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Netflix Struggles To Take Off In Asia

Netflix

Bingeing on Netflix Inc. (NASDAQ:NFLX)  is the new norm in many parts of the world. Netflix subscribers collectively watch more than a billion hours of content every week, more than they spend hanging out with friends, reading and exercising combined.

Investors love Netflix, too, but for a different reason. And with Netflix expected to report Q2 2018 earnings on July 16, all eyes will be on a key metric.

All-Weather Stock

NFLX stock has proven to be that rare all-weather stock that’s capable of putting up a show even in down markets.

NFLX stock has returned a mouth-watering 118.3 percent in the year-to-date, second only to Fossil Group Inc.’s (NYSE:FOSL) eye-popping 271-percent gain and far above the market benchmark’s 4-percent gain.

An alien looking at Netflix price charts would imagine the company as being highly dominant, growing like a weed and extraordinarily profitable.

While Netflix checks off some of the items on that checklist, it glaringly misses on one—profitability.

The company’s net margin of 7.8 percent is just average for the media industry and nowhere near the league of your average software company. You see, Netflix does not fit the classic four-walled paradigm of discounted present value. Rather, Netflix stock is almost wholly judged on a single metric—subscriber growth. Related: The 5 Worst S&P 500 Performers Of The Year

The single most important reason why NFLX is red-hot this year can be pinned on Q1 2018 results where the company posted better-than-expected user growth after adding 1.96 million domestic subscribers vs. 1.48 million expected and 7.41 million in international markets vs. 6.5 million expected. Netflix said it expects to add 6.2 million subscribers during the second quarter, nearly a million more than the consensus on Wall Street.

Growing Everywhere, But Not In Asia

Investors have mostly been pleased that Netflix has been successful at offsetting slowing subscriber growth at home with faster growth abroad.

The 7.4 million net adds for international subscribers during last term represented a 50-percent year-over-year growth, a high-watermark for the company. The video streaming giant now has more international subscribers (68.3mm) than domestic ones (56.7mm).

Yet, Netflix’s glittering résumé features one large blemish—failure to capture the giant markets of Asia. Unlike US companies such as Apple and Disney, which are big household names in China and India, Netflix has so far failed to crack these markets mainly due to the sheer dominance of the local streaming companies.

In China, Baidu spinoff iQiYi is the 800-pound gorilla with 60 million video streaming subscribers, good for 75.3 percent of the streaming market according to data from eMarketer.

It’s a neck-to-neck battle though between iQiYi and Tencent with iResearcher reporting that Tencent Video had 790 million streaming devices in January--100 more than iQiYi’s. Alibaba-owned Youku Tudou is not far behind either, owning  a 61.6 percent slice of the market (the numbers exceed 100 percent suggesting that many people subscribe to multiple streams).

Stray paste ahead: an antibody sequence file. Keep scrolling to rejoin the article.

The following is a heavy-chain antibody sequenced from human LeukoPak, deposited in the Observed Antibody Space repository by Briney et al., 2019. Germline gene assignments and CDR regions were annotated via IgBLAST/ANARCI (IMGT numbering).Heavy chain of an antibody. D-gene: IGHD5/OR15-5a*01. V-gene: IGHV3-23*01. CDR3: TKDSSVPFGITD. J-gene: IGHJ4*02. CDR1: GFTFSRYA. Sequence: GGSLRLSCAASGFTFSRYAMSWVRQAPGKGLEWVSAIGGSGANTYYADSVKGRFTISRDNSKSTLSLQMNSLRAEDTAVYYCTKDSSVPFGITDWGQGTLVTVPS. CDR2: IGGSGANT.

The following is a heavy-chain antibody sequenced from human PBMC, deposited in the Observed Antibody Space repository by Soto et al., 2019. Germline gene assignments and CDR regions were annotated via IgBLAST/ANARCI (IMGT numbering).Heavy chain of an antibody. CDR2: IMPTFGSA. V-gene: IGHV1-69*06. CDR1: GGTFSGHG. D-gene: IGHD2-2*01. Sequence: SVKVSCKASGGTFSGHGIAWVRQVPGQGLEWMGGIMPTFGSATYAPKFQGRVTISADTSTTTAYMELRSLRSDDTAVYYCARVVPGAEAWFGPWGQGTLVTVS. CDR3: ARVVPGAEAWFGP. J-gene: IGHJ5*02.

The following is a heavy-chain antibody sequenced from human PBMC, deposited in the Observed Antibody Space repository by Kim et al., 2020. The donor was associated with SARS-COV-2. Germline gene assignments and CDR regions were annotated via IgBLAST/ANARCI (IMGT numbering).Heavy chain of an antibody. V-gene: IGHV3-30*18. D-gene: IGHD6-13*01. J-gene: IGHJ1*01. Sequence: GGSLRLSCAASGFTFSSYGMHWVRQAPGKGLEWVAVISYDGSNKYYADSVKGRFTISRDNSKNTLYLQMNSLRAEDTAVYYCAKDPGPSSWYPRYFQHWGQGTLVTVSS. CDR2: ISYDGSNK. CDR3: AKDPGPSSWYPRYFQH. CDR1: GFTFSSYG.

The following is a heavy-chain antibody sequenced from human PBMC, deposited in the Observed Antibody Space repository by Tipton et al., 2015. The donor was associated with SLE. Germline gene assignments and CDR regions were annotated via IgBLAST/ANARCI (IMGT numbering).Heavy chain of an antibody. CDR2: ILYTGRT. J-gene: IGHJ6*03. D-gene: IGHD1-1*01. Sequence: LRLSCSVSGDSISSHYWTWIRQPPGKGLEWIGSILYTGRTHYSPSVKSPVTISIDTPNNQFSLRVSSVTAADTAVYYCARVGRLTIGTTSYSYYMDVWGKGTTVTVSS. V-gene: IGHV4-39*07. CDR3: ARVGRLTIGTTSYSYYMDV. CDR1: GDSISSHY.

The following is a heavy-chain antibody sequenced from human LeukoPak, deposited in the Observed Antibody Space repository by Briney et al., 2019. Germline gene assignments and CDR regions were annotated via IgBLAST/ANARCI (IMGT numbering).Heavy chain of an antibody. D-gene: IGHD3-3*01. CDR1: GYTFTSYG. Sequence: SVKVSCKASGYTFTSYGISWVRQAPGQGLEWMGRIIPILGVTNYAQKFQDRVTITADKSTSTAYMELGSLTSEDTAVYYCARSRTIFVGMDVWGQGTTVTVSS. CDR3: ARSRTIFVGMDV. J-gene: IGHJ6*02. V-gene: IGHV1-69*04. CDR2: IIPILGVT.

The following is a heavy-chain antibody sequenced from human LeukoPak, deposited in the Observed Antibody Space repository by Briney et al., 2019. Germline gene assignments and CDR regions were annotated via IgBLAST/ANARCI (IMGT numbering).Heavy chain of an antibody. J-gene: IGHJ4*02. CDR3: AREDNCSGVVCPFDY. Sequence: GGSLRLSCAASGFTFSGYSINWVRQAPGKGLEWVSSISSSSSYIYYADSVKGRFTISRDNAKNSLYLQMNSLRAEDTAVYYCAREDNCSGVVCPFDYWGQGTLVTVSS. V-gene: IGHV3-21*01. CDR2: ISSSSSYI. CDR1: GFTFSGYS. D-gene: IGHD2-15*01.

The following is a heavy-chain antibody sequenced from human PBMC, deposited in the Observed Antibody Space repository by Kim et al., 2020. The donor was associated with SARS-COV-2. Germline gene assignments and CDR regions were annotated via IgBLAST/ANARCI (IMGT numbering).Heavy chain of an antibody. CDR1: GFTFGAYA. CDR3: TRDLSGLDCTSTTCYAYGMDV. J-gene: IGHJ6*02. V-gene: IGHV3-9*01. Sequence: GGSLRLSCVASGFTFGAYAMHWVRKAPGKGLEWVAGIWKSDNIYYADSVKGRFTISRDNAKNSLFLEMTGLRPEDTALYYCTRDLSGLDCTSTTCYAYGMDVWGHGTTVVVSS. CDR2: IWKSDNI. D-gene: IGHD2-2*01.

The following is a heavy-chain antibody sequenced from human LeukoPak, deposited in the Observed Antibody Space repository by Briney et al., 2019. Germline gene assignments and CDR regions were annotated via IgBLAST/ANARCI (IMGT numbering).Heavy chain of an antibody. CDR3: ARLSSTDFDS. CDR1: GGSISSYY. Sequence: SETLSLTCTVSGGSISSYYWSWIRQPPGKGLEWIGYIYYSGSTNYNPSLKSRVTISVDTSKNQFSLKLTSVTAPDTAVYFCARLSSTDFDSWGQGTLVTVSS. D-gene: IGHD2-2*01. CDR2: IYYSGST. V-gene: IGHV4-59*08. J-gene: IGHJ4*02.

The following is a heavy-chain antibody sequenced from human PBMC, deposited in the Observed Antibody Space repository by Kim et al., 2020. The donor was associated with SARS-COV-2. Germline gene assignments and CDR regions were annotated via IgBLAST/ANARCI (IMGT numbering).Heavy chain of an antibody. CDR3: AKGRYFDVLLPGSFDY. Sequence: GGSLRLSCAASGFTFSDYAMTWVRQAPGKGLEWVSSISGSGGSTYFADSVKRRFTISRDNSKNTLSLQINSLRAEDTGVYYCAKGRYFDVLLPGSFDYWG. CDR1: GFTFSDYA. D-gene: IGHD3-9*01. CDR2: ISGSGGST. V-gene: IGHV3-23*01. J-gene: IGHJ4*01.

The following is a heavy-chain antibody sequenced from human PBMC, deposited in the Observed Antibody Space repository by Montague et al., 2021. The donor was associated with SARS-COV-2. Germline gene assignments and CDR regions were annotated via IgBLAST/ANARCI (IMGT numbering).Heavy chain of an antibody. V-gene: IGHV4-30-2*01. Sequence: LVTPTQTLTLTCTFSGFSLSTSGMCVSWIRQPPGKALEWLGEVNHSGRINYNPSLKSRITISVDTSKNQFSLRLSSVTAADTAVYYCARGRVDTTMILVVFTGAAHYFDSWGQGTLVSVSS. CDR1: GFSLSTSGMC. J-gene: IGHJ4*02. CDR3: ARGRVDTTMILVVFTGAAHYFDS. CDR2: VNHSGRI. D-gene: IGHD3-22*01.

(Click to enlarge)

Source: eMarketer

Netflix is not directly accessible in China mainly due to strict censorship, and it appears to have resigned itself to licensing original content to the likes of iQiYi. With the Chinese video streaming market expected to increase more than five-fold between 2015-2020 to  $17.6 billion, Netflix will definitely be missing out big there.

Netflix has fully entered the Indian market, but is having an almighty struggle there as well.

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India’s internet infrastructure and data costs have improved dramatically and sparked massive growth of an industry once considered a preserve of the rich and affluent. Leading the on-demand local streaming services is India’s own Hotstar with 150 million active monthly users, or 70 percent of the Indian market. Netflix’s numbers? Just a million subscribers.

(Click to enlarge)

Source: CNN Money

In all fairness, there’s probably not much that Netflix can do about the whole situation. Top-dog Hotstar bandies out 80 percent of its ad-supported catalog free of charge, while charging about 199 rupees (roughly $3) per month for the premium tier. In comparison, Netflix’s content is always ad-free, with the base tier in India going for $7.30 per month.

Amazon Prime Video appears to be doing better than Netflix with nearly three times as many subscribers in India. But Amazon is succeeding by leveraging aggressive pricing—Amazon Prime, including video and free shipping, costs Rs 129 ($1.90) a month or Rs 999 ($14.50) a year in India compared to $119 per year in the U.S.

Netflix will have to strike a fine balance between growth and profitability in these markets, bearing in mind that most of its international markets are only thinly profitable.

By Alex Kimani for Safehaven.com

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